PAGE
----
Next year is shaping up to be a good one in the US Gulf of Mexico, with the first increase in drilling in four years, first-ever production from a Jurassic play, key new project sanctions and an uptick in M&A all in the cards, global natural resources consultancy Wood Mackenzie said.
William Turner, senior research analyst at Wood Mackenzie, said: “We expect 2019 to be a strong year for the Gulf of Mexico. In addition to exciting new project sanctions, which could usher in more than US$10 billion of investment into the region, a couple of historic firsts set to occur next year could set the stage for years to come.”
In its annual outlook, US Gulf of Mexico: 5 things to look for in 2019, WoodMac said that after four years of steady decline, exploration activity is expected to increase next year by 30%. Shell and Chevron will lead the way, but the actual growth in exploration will come from new entrants – Kosmos Energy, Equinor, Total, Murphy, and Fieldwood.
Next year may also mark a crucial point for the offshore industry, with Chevron’s Anchor project in Green Canyon Block 807 expected to move forward. Anchor, which has an operating pressure of 20-ksi, would be the first ultra-high-pressure project in the world to reach final investment decision (FID). FID at Anchor would be the culmination of more than a decade of multiple joint industry research and development projects to design kit that can safely produce at 20-ksi. The current limit is 15-ksi.
“Anchor will be an important one to watch,” said Mr Turner. “The sanction of Anchor will be a significant milestone for Chevron, Total and Venari, but also mark a crucial point for the offshore industry as it enters the final frontier in deepwater development."
Success at Anchor will lead to the next wave of mega-investment in the Gulf of Mexico, as several 20-ksi projects are waiting to follow its lead. Wood Mackenzie believes that if Anchor moves forward, more than US$10 billion of investment could flow into the region.
“Proof of concept at Anchor, and more certainty around facilities to serve as hosts, will surely increase interest in discovered fields,” Mr Turner said. “We expect it will also invite more exploration for ultra-high-pressure targets over the next couple of years. Even so, with higher technical risk and higher breakevens, market conditions would have to align for it to become a reality.”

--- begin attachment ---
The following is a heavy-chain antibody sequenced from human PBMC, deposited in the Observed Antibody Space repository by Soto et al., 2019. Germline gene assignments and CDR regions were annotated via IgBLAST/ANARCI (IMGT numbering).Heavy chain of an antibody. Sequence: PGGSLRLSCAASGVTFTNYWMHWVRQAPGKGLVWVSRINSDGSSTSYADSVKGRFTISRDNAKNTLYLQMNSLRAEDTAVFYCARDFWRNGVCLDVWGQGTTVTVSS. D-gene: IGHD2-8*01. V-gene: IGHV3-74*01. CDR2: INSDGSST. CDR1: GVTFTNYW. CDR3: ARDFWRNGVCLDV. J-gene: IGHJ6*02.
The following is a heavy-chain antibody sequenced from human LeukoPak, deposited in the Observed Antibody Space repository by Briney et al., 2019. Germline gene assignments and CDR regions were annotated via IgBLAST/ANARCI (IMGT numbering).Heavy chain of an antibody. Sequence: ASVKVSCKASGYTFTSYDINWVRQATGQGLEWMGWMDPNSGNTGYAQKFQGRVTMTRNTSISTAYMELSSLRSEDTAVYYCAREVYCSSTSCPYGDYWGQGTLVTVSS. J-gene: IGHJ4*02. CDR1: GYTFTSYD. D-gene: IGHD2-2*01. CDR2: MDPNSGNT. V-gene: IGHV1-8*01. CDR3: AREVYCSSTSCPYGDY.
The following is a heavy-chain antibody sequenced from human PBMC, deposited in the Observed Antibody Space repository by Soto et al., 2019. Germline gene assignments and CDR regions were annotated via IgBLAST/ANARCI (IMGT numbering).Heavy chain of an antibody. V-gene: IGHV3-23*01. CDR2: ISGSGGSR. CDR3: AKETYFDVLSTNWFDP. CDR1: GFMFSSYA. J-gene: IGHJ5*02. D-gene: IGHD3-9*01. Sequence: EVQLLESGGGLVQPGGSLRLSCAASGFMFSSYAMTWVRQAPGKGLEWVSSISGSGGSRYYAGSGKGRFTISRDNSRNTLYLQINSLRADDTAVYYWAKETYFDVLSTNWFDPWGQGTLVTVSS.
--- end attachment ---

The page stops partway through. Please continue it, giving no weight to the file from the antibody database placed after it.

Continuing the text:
Shell’s Appomattox development, in Mississippi Canyon Block 392, is due on stream in 2019 – marking the first production ever from a Jurassic reservoir in the Gulf of Mexico. This will be a significant milestone for Shell, as Appomattox is a cornerstone of its global deepwater strategy. All eyes will be on the well performance of the potential heavy hitter.
“If the Jurassic roars to life in 2019, it could give operators greater confidence in the play’s potential,” Mr Turner said. “However, if Appomattox disappoints, the Jurassic could continue to lie dormant. The wider region would also be missing an expected strong production growth contributor.”
M&A activity in the Gulf of Mexico is also expected to pick up as a lengthy list of assets for sale continues to grow. A healthy number of positions were sold in 2018, but WoodMac expects more assets will be added to the for sale list. Private equity players are likely to want to sell as their assets get closer to maturation, while established players may continue to shed non-core positions.
“There appears to be plenty for sale in deepwater Gulf of Mexico,” Mr Turner said. “We believe the quality of the assets is high. If oil prices co-operate, we could see a thriving M&A market in 2019.”
While drilling activity and investment are returning to the region, a key factor to ensuring a strong year ahead and beyond will be holding on to the industry-wide efficiency gains made since 2014.
“In the last four years, deepwater operators have focused heavily on lean operations, standardisation and industry collaboration to achieve fiscal discipline,” said Mr Turner. “Reverting to inefficient ways of doing things is a real threat that operators need to look out for in 2019.”
He added: “The challenge to operators and the service sector alike will be to hold onto lessons learned, mitigate efficiency risks where possible and properly plan for higher costs and longer schedules where unavoidable.”